Ten women across the Walt Disney Company claim that the Bob Iger-run media giant doesn’t pay women fairly and are challenging the House of Mouse in court in a proposed class action first launched this spring. However, while fine with fighting a ton of individual actions, Disney are now declaring that the potentially massive discrimination suit is just too unwieldy for the Burbank based conglomerate to handle, seriously.
“The Walt Disney Company described in Plaintiffs’ Complaint is not The Walt Disney Company that exists in fact and law,” declares Disney in a memorandum accompanying their October 18 move to kneecap the class action (read it here). “The Disney Companies categorically deny that they pay any female employee less than her similarly situated male coworkers and will vigorously defend themselves against each Plaintiff’s individual claims,” the L.A. Superior Court document adds dismissively, literally and figuratively. “But that is all this case is–an assortment of individual claims, based on highly individualized allegations.”
Or, as Felicia Davis of Paul Hasting LLP and Disney’s chief lawyer in the matter put it unequivocally from her clients’ POV: “The parties do not need to litigate this case for three years to discover what is clear today — Plaintiffs’ claims are not appropriate for class or representative treatment.”
Longtime Walt Disney Studios employees LaRonda Rasmussen and Karen Moore instigated the suit back on April 3 in a move for back pay, lost benefits and other compensation. They were joined by eight other women on September 18 in an amended complaint that Disney now wants to see shredded – just like the attorneys for the product development manager, the copyright administrator and the others expected.
“We anticipated Disney’s attack on the complaint, and are preparing our opposition,” Lori Andrus of San Francisco firm Andrus Anderson LLP told Deadline Monday. “Although Disney’s legal team attempts to minimize the scope of the impact of the company’s unfair pay practices, the experiences of Ms. Rasmussen and the other plaintiffs show that unequal pay is not limited to one division or one job level,” the attorney stated.
“Disney is essentially arguing that it is too big to be held accountable. But no company should be permitted to evade equal pay laws just because it is large.”
Pivoting against the plaintiff’s read on the Golden State’s long on the books and rarely enforced Fair Pay Act, Disney are essentially making the argument that the potential class action initiators’ lawyer plain calls them out on. “The comparisons Plaintiffs seek to make-across different jobs, different levels and with potentially unspecified other differences-would demand an individual-by-individual review of the duties, skills, effort, responsibility, and working conditions of each woman in every job, compared to each man in every other job, to identify the correct comparator pool,” the company pleads in the 22-page filing to get the class struck.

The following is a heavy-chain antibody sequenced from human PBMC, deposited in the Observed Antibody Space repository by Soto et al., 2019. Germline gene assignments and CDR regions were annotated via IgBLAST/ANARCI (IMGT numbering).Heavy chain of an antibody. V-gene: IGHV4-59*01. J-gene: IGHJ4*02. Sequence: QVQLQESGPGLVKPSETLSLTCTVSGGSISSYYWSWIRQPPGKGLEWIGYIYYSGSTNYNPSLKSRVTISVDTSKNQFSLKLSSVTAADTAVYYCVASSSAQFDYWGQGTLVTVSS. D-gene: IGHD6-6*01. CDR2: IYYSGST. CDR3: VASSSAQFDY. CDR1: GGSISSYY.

“The defenses to which the Disney Companies are statutorily entitled to assert for each
individual further exposes the unique, non-fungible nature of Plaintiffs’ jobs,” the paperwork continues noting that differences in pay can come from aspects other than gender “such as education, training or experience.” Which is where Disney really digs in: “For one putative class member, the Disney Companies may argue that she lacks the job critical prior experience of a male colleague.For another putative class member, the Disney Companies may argue that she lacks important education or training required for the job. For many others, no defense will be necessary at all because the female employee will be the highest paid among her peers.”
Rasmussen and Moore’s initial complaint followed the former going to Disney HR about her pay being less than men at the company performing the same or similar jobs. The situation specific audit the still Disney employed Rasmussen requested was conducted and the then just under a decade employee was basically told, yes you are right, the men are paid more but its “not due to gender.” Last year, Rasmussen’s pay was increased over $20,000 a year but she says she is still paid less than men doing the work that she is.
Facing what could be hundreds of millions of dollars in pay adjustments and past compensation if the class action is allowed to continue and gearing up for a brave new streaming future, family focused Disney obviously don’t want to be having to do that. This battle comes in an environment when many media companies and others are committing themselves to California’s Equal Pay Pledge – which Disney has not yet inked for its over 60,000 stateside employees. As it is, women overall in American earn about 80% of what men do, at best.
The Walt Disney Company did not respond to request for comment on its strike filing of last Friday. However, the lawyers for the company and the plaintiffs will be showing up in LASC on December 11 to argue whether this class action should go forward or not.